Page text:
My screenwriting MA is accelerating to a finish, with final projects due to be delivered by 5pm tomorrow - one electronic copy, two hard copies. I'll be in Cardiff by that time, participating in the TAPS continuing drama workshop [Nations variant for writers based in Wales, Scotland and Northern Ireland], so have to hand in my hard copies and electronic version today. Yikes.
My final project is devised for TV, not a film script like almost every other screenwriter on the course. Most will be handing in a screenplay of between 90 and 120 pages. To meet requirements I'll be handing in a TV script of around 60 pages for a returning drama series of my own creation, along with a series bible delineating the characters, sets, and outlines for further episodes. My character outlines need tweaking, the set list is fine and my episode outlines need a polish.
The script itself isn't in too bad a shape. I still need to rewrite two early scenes, and some fixing's required on pp 42-51. I sent the first draft out for peer review [I'd say Power of 3, but I wouldn't wish to make English Dave vomit] and got some useful, broad brush feedback. Everyone had their own niggles and questions, but all stumbled a little over the sequence of events between pages 42 and 51. It helped point up something I knew wasn't quite working when I wrote the first draft, but couldn't fix at the time.
That's the value of peer review. It forces you to face the problems you've managed to skate over. How I fix those problems is up to me. The version I had in as my final project is still only an early draft. I've no doubt there's plenty more work to be done, improvements to be made, dialogue to be sharpened, even some further period research that can inform the script. Once I've got it to a point where I feel it's ready to be seen, that's when I get a professional to look at it.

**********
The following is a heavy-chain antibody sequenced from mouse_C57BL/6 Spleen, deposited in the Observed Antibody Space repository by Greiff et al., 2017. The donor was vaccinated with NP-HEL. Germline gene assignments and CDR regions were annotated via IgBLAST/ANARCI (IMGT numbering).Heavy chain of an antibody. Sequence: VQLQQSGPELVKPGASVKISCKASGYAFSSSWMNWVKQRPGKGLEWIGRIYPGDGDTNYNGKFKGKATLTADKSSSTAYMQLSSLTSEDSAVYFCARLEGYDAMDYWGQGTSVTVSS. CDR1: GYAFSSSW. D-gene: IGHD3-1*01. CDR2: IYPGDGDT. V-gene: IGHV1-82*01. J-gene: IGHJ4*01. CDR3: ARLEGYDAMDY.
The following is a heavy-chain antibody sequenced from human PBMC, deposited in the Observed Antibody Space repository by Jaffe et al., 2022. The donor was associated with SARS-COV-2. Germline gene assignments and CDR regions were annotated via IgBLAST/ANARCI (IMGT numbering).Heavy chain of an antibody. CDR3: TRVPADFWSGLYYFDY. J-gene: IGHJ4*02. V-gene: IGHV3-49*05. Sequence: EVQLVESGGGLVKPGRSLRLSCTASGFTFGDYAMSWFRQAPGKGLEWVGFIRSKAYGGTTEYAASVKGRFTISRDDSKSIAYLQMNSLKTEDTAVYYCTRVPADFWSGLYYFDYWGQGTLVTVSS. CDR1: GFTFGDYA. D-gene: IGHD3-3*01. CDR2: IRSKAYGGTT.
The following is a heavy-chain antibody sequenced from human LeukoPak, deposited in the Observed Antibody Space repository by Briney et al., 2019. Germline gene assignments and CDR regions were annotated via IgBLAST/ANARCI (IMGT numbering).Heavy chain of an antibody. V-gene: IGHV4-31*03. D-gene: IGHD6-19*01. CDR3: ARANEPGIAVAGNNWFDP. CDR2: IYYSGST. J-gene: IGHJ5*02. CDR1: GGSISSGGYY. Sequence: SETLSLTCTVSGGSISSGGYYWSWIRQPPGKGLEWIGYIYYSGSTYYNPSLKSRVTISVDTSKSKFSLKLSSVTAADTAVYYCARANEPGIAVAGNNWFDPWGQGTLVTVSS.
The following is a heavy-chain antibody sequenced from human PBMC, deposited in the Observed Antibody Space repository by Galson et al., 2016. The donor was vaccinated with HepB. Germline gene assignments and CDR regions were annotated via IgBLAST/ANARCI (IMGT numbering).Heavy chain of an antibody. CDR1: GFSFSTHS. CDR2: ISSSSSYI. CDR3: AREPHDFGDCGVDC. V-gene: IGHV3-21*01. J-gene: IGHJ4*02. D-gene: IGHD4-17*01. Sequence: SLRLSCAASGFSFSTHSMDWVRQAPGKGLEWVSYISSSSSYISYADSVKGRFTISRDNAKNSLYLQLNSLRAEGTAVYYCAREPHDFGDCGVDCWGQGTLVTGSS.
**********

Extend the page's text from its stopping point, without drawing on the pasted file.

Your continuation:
I'd never presume to send a first draft out to working, professional writers for feedback. You only get to dip into that well of good will so many times, better to use it on material that's ready to be seen. People you've never met will judge you on the quality of your writing. That ink of the page is like a tattoo, representing you to the outside world. Once they've read your script, it will leave an impression that's hard to erase, much like a tattoo.
Wow them with a great script and they'll remember you for all the right reasons. Send out a half-baked, half-arsed, not ready for prime time effort and they'll dismiss you for all the right reasons. Choose your moment. Most of all, be ready for your moment when it comes. At least, that's what I believe. Your mileage may vary.
Grud, I can ramble when the mood takes me, can't I?
So today is final thrash day for my final project. There'll be afters when I get back from Cardiff; a self-reflective essay on my final project, feedback to be collected and contemplated, a mark for this last module and a gathering on September 14th with some industry notables to introduce ourselves. The slow curtain closes in November, as the class of 07 graduates. But that's all in the future. Today I need to finish what I started back in September 2005. Onwards!